When we first wrote about Reese Lansangan almost three years ago, we never had the idea we would be seeing her everywhere. But now, indeed, she is: after the release of her debut full-length Arigato, Internet! she’s a ubiquitous presence – you might have seen her on television, or her work on magazines, or photos of her in stores, or maybe heard her music while on hold at Sky Cable. She even wrote a wedding song for Bossing and Poleng! Now, the multi-hyphenate (rolled into one convenient sushi, in her words) shares the five songs she can’t live without – and in her picks, a sense of wonder permeates.
Chances are you’ve probably heard most of Imogen Heap’s fourth studio album: most of the tracks here have been released over the past three years, whether online or in other albums (as is the case with “Telemiscommunications”, which appeared on deadmau5’s Album Title Goes Here). But that’s not enough of a gimmick for Sparks: some of the album was conceived and produced using some relatively unusual methods, from “Lifeline” being a crowdsourcing project, to “Me the Machine” being created out of some fancy gloves. Other songs are more attached to a sense of place, like “Xizi She Knows”, from her six weeks in China. All of this can be too much to handle – reviewing this record, I found myself trying to connect the conceit with the result, and struggling to see what was so different. Sparks is seemingly bogged down by the need to know the backstory for each song. But putting them all together somewhat gives it more heft: Sparks is a a history of Imogen Heap, of how she started, and how she continues, and possibly, how she ends. If you’re not into all that, you’ll be glad to know that the sounds are good, and the sincerity in Imogen’s voice makes what could be a very bloated record a relatively compelling one. [NB] | 3/5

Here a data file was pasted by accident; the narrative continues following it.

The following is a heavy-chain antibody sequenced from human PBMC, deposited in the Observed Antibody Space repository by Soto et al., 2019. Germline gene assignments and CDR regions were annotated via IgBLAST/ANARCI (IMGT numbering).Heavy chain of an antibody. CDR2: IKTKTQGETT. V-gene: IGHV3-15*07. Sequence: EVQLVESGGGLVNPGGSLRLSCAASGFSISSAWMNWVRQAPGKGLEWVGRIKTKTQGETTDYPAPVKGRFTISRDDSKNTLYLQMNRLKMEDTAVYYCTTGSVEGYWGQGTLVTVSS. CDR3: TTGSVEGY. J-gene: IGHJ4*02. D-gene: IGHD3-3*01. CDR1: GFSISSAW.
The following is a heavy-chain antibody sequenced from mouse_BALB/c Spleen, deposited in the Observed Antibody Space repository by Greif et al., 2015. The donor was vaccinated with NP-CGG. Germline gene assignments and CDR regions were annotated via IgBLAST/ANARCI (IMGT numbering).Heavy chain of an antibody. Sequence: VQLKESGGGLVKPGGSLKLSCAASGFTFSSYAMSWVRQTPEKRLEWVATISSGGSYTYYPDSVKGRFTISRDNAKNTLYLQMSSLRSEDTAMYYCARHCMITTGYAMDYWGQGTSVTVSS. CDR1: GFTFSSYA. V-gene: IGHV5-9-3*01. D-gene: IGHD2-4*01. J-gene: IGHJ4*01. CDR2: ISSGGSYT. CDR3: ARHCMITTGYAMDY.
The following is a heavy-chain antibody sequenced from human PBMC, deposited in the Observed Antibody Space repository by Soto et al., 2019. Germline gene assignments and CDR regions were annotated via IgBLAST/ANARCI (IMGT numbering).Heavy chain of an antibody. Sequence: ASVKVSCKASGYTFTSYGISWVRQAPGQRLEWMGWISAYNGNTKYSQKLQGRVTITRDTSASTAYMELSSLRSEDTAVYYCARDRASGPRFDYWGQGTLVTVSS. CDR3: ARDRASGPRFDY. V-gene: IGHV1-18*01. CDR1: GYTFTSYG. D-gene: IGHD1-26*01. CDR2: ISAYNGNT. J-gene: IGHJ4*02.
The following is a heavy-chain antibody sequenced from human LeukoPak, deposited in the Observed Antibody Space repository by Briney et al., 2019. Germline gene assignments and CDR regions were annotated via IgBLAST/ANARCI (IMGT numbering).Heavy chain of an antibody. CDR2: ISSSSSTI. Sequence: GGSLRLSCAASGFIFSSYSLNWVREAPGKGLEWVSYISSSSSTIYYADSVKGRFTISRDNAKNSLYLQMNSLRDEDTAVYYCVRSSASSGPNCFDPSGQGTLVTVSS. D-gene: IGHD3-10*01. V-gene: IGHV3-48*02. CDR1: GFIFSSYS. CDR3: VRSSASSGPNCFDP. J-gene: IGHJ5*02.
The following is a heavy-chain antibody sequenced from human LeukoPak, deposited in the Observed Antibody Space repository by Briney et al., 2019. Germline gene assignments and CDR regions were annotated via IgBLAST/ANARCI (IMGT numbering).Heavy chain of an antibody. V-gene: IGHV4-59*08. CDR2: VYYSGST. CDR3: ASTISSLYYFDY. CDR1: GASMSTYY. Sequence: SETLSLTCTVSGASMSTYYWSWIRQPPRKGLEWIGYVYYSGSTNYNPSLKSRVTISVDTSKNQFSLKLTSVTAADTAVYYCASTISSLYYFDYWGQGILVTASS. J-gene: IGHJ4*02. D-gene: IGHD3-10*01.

“Telemiscommunications” by deadmau5 and Imogen Heap | This song has been out and about for a while. I’ve heard it a few times before while listening to the CBC’s excellent The Signal show. But yes, this is one of those instances when a song takes a while to truly sink deep into you, and you start to really dig it. I think it’s the first verse, of Imogen playing a man on the phone to his significant other, the way she delivers it, (and the tools she use to deliver it with,) going from quirky to, slowly, gradually, inevitably, painful. I may be overly dramatic on the last few adjectives, but it just goes deep. The theater of the mind element sound people constantly talk about. There you go. [NB]